Saturday, November 20, 2010

Cotton candy

Take an eight year-old and put her within 100 yards of cotton candy. This is what happens.
Child sees sign for cotton candy.
Child begs money from parents, then passes it along the economic food chain.
Mouth begins to water as stick begins to fill.
Body begins to assume the position for receiving the treat.
Child's mind sends signal to universe: "Mission accomplished!"
Child enjoys first bite of cotton candy. It tastes like what she had in mind.
The second bite tastes like cotton candy and not like cotton candy should.
Child eyes potential recipients for remainder of "treat".
Child eats one last bite to show brother how good it tastes.
Child flies 15 rounds in a helicopter. Father is amazed by the fortitude of daughter's stomach.
Daughter gets ride home from Aunt Tanja after complaints of a stomach ache.

Thursday, November 18, 2010

Autumn in the park
If you take enough pictures, some of them will turn out well. I guess it really doesn't hurt to have a beautiful day with trees bleeding fall colors on every branch to serve as your background. The fact that the kids had forgotten that I was there - or at least had other things on their minds - adds the sense of spontaneity to this shot that makes it special. 
This year the autumn stretched into the beginning of November, as it did last year, before the rains beat the leaves from the trees. After taking so many fall pictures last year, I found myself this year not at all interested in photographing the fall foliage as a motif an sich. But there have been many opportunities to capture these colors in the uniquely warm light this past month. My subjects were often my children.

But of course, they like turning the camera on me sometimes, too.

Sometimes I try to put my subject in a context.

Other times the action - or some other element - of the picture is all the context it needs to make it an eye-catcher.

This last one reminds me of the type of picture seen in magazines in the 1970s. Maybe it is that nostalgic aspect that I like about it. 

Thursday, November 11, 2010

An Autumn Photo Walk

Carlo and Benni

On October 30, 2010, Jim Palik and I organized a photo walk in connection with the exhibition "The Turning". Even though it was his birthday and he was feeling under the weather, he gave a wonderfully informative talk on "The Art of Seeing and Visual Design", taking the dozen members of his audience through the basics of working with a camera and using it as a tool to create photographic art.
Then I spoke for a bit about photo walking in general, pointing out the important differences between walking alone - as I do most days - or taking part in a group walk. In the latter one often feels more inspired and less inhibited to take pictures of people out on the street. One question that came up during our discussion - and that one often reads about in various photo forums - is what about taking pictures of people in public? Some people get very nervous about doing it on account of legal reasons; others shy away because they themselves don't like being photographed. Of course, if you pick out one person to photograph and then sell that picture without the person's permission, there can be legal consequences. (I always wonder about the Vietnamese children in travel photographers' pictures. What kind of release do they sign?) But if someone is out at public in a parade (like the Christopher Street Day Parade) or a demonstration (S 21) and you take a picture of them, I doubt they can claim that their public sphere has been invaded if you post a picture of them on flickr or on your blog. So we set as one of our goals for the two-hour walk to ask one stranger if we could take their picture.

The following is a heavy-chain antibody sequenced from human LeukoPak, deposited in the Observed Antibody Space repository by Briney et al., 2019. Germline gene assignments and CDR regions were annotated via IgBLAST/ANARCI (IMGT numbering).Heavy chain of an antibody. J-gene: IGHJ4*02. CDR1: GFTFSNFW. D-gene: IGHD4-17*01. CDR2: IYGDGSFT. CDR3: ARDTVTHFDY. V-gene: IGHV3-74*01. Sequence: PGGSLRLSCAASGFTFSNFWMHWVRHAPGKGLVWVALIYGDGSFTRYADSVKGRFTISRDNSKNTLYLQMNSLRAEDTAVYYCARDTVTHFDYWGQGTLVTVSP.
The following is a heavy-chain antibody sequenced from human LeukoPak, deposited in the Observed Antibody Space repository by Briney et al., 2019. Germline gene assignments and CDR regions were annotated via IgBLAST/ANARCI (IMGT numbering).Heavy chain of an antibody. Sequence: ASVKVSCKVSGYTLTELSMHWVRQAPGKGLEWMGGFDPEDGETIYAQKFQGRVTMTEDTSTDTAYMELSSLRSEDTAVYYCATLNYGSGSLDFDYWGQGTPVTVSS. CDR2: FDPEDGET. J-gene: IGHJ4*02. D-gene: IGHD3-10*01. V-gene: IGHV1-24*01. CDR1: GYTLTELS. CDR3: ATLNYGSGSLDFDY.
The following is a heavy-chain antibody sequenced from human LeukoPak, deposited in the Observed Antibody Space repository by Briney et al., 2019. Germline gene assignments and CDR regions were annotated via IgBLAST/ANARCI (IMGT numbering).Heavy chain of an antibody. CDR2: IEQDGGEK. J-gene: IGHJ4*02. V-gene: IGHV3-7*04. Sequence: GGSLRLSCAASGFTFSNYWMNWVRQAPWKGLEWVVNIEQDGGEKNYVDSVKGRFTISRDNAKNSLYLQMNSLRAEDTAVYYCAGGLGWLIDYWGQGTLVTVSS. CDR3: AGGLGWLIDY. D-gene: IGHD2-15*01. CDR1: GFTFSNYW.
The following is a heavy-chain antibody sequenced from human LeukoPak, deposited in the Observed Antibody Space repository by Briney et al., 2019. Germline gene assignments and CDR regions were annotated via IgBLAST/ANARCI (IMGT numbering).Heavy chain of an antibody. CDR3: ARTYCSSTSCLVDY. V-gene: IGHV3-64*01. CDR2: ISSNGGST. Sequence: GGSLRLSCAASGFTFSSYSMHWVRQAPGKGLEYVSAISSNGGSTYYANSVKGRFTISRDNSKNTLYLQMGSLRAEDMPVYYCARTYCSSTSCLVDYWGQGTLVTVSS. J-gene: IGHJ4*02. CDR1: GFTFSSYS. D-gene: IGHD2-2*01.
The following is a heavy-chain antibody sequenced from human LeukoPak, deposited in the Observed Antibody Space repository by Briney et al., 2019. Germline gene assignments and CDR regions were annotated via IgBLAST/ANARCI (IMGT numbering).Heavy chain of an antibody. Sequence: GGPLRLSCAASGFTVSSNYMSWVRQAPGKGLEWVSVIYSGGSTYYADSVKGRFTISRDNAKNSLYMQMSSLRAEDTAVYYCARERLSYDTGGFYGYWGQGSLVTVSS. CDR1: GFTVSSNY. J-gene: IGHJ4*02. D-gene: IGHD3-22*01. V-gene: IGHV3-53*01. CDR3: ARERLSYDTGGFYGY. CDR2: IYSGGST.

But first we walked through the weekly flea market at Karlsplatz. There our goal was to capture an image that exemplifies the feeling of being at this flea market. We saw some lovely handmade children's clothes, the normal collections of silverware and records, mounds of broken kids' toys and the fascinating assortment of shiny electronics that look like they might work - but probably don't. So my shot has a row of toasters in the front and a foreign woman in a head scarf in the background.

When we got over to the Schloßpark, where a huge demonstration had just passed through, we were watching some bare-chested young men jumping on a slack line. They didn't seem to mind in the least that photographers were taking pictures of them. There under the pedestrian bridge one has to think of where the troll lives in "Three Billy Goats Gruff" because it is dark and dank and the grass that was once there has been trampled to mud. In a word, it is gray. And as beautiful as the weather was that day (see later pictures), the light there didn't help the situation. Then my eye was caught by a colorful sweater and a nice smile. I took a couple of snapshots of her to try to show how well she stuck out in those gray surroundings. Then I thought of our goal, gathered up the courage and, for the first time, asked a stranger if I could take her picture. "Sure, what is it for?" That was a question I had warned everyone to have an answer for.